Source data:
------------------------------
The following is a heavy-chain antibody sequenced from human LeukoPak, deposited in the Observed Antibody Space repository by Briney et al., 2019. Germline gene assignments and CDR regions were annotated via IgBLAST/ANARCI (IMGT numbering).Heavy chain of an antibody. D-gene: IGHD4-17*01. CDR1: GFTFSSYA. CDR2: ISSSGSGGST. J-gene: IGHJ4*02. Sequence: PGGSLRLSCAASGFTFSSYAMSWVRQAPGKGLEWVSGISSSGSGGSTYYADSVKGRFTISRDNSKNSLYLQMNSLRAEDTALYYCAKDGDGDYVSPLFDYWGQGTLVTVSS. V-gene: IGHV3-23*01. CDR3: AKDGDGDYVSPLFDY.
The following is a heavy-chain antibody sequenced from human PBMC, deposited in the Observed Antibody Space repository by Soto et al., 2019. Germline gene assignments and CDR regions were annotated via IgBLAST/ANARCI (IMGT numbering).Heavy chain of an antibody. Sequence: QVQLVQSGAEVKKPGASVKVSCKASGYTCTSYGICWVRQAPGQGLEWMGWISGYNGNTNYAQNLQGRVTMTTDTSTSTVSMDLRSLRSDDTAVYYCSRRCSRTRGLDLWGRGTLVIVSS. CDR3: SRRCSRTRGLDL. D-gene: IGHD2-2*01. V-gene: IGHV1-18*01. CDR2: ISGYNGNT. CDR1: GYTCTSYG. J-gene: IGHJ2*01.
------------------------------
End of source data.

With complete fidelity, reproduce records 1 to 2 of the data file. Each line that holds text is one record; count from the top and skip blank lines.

The following is a heavy-chain antibody sequenced from human LeukoPak, deposited in the Observed Antibody Space repository by Briney et al., 2019. Germline gene assignments and CDR regions were annotated via IgBLAST/ANARCI (IMGT numbering).Heavy chain of an antibody. D-gene: IGHD4-17*01. CDR1: GFTFSSYA. CDR2: ISSSGSGGST. J-gene: IGHJ4*02. Sequence: PGGSLRLSCAASGFTFSSYAMSWVRQAPGKGLEWVSGISSSGSGGSTYYADSVKGRFTISRDNSKNSLYLQMNSLRAEDTALYYCAKDGDGDYVSPLFDYWGQGTLVTVSS. V-gene: IGHV3-23*01. CDR3: AKDGDGDYVSPLFDY.
The following is a heavy-chain antibody sequenced from human PBMC, deposited in the Observed Antibody Space repository by Soto et al., 2019. Germline gene assignments and CDR regions were annotated via IgBLAST/ANARCI (IMGT numbering).Heavy chain of an antibody. Sequence: QVQLVQSGAEVKKPGASVKVSCKASGYTCTSYGICWVRQAPGQGLEWMGWISGYNGNTNYAQNLQGRVTMTTDTSTSTVSMDLRSLRSDDTAVYYCSRRCSRTRGLDLWGRGTLVIVSS. CDR3: SRRCSRTRGLDL. D-gene: IGHD2-2*01. V-gene: IGHV1-18*01. CDR2: ISGYNGNT. CDR1: GYTCTSYG. J-gene: IGHJ2*01.